The canceled show can teach us a lot about selling
(Spoiler Alert: If you haven’t seen Girlboss yet on Netflix, I recommend that you stop reading this post and watch the show first. Yes, Girlboss was canceled a couple of years ago after one season, but it’s still worth viewing. At this writing, the program is still streaming on Netflix).
For those who haven’t seen Girlboss, here is a summary of the comedy program –
(In fact, the producers want to make it clear upfront with this disclaimer — “What follows is a loose retelling of true events… Real loose.”)
The show depicts how Ms. Amoruso started her company, Nasty Gal, in 2006, which would become a California-based retailer specializing in young women’s fashion. She started her business while working as a security guard/host at San Francisco’s Academy of Art University. When not checking student IDs while sitting at the front desk, she worked on creating her company, which would eventually generate $23 million by 2011, according to Inc. Magazine
(Nasty Gal was purchased by the Boohoo Group last year for $20 million).
Ms. Amoruso’s character’s name in the show is Sophia Marlowe (played by Britt Robertson). Ms. Marlowe is portrayed in this fictional account as a nasty gal herself. She likes to shoplift. She uses crass language. She has roller-coaster relationships with her father (played by Dean Norris), friends, and various colleagues in her life. In her early 20’s, she is trying to find herself while struggling to pay her rent and keep her car running. Interested in vintage clothing, she soon discovers her calling and starts earning a living by selling clothing on eBay. Eventually, she quits her security position and launches her online store for fame and fortune.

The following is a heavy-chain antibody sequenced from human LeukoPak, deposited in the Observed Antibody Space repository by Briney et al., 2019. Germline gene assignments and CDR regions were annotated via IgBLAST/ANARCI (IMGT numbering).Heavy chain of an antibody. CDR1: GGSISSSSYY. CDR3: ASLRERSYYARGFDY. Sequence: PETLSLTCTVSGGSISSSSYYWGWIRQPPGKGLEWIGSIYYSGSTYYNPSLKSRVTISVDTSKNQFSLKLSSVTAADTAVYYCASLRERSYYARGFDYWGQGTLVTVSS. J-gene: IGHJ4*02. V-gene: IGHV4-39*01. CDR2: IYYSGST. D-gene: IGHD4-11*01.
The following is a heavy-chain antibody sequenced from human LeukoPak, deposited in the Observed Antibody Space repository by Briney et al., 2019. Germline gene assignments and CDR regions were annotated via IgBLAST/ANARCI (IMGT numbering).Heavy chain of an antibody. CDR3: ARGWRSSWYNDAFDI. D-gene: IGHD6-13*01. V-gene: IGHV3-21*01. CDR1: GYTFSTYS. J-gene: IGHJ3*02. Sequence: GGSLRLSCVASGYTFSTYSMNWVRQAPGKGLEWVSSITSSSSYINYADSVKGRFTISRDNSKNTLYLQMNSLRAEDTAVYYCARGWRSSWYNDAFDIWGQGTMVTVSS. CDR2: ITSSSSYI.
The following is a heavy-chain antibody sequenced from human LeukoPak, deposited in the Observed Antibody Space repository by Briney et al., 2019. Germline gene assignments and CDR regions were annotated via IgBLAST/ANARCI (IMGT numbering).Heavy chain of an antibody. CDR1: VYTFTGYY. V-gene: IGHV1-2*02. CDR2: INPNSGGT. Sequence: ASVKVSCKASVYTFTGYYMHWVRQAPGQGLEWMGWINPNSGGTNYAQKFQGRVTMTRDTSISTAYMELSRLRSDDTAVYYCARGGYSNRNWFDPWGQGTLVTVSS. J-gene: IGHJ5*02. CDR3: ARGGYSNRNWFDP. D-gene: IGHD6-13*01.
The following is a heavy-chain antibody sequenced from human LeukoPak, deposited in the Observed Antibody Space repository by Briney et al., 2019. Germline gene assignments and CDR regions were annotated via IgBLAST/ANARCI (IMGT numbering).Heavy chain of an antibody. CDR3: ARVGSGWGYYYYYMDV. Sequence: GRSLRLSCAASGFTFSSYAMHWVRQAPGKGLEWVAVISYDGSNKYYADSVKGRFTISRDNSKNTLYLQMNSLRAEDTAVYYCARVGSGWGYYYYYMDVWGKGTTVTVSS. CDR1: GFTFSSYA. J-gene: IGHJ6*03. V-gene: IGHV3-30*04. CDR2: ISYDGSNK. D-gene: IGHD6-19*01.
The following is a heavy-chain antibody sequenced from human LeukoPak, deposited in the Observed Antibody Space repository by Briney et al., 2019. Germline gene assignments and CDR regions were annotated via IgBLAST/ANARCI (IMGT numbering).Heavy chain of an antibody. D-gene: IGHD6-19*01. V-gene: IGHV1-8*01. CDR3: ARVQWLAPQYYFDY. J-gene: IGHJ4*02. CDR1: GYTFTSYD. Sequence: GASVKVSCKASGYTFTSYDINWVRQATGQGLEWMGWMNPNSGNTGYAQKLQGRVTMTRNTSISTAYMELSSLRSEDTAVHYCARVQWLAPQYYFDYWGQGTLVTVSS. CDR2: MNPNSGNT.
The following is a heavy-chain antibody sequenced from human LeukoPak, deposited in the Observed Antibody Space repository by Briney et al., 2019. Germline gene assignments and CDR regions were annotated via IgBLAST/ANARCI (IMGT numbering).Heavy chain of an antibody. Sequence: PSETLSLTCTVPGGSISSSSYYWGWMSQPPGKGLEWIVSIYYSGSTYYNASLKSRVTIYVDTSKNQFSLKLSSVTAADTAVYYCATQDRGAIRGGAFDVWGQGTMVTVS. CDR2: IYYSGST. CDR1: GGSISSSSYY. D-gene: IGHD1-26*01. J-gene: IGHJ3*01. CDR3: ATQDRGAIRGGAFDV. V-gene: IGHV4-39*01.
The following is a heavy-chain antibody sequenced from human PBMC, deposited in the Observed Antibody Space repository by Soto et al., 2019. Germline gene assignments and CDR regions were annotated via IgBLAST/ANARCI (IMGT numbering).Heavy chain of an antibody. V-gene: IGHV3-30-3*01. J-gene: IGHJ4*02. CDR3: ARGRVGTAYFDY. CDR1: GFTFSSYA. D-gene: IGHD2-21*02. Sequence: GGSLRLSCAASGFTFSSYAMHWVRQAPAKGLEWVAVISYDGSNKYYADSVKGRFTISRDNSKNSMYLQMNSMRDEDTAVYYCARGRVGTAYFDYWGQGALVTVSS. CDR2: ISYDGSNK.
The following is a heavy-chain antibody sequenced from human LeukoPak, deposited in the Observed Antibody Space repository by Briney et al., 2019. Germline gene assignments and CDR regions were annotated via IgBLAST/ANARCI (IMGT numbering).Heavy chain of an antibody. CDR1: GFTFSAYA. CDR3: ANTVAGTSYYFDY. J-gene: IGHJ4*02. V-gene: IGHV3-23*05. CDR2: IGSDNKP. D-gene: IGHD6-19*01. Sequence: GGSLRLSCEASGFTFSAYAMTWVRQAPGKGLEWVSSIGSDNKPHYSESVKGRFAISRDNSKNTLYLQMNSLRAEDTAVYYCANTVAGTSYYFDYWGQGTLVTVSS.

What can salespeople learn from Girlboss? Here are my takeaways -
1). Follow your passion — Ms. Marlowe adores vintage clothing. But she loves working for herself more and being her own boss. Selling vintage clothing online appears to be her ticket to financial freedom. Ignoring negative comments from others, she proceeds with her goal.
In sales, many of us have a passion for selling. But we all face a lot of negativity daily. We deal with a barrage of rejections from clients, canceled appointments, unfair criticism from sales managers, and the list goes on.
What keeps us going is our passion to sell? But not just selling per se, but a love for the products and services that we offer our clients. To be successful, your passion must come through. You must love what you are selling as well as the industry you work in. If you don’t, then selling is just another job, and your clients and prospects will quickly see through your façade and drop you like a hot potato.
BTW, while you may think you can hide behind your façade in phone sales, many clients can pick up on the tone of your voice. They can tell if you are excited about what you are doing, or if you are just going through the motions.
2). Read — Passion alone doesn’t help if you don’t read. Ms. Marlowe is smart enough to realize that. So, she undertakes a self-study program by reading (and sometimes stealing) books on how to run a business.
Just because you have taken a few workshops or read some books about selling, doesn’t make you an expert. Learning how to sell, like any profession requires a disciplined and ongoing training program. Don’t like to read that much? OK, then watch the hundreds of free videos on YouTube or other sites. Listen to audiobook tapes. But always be learning.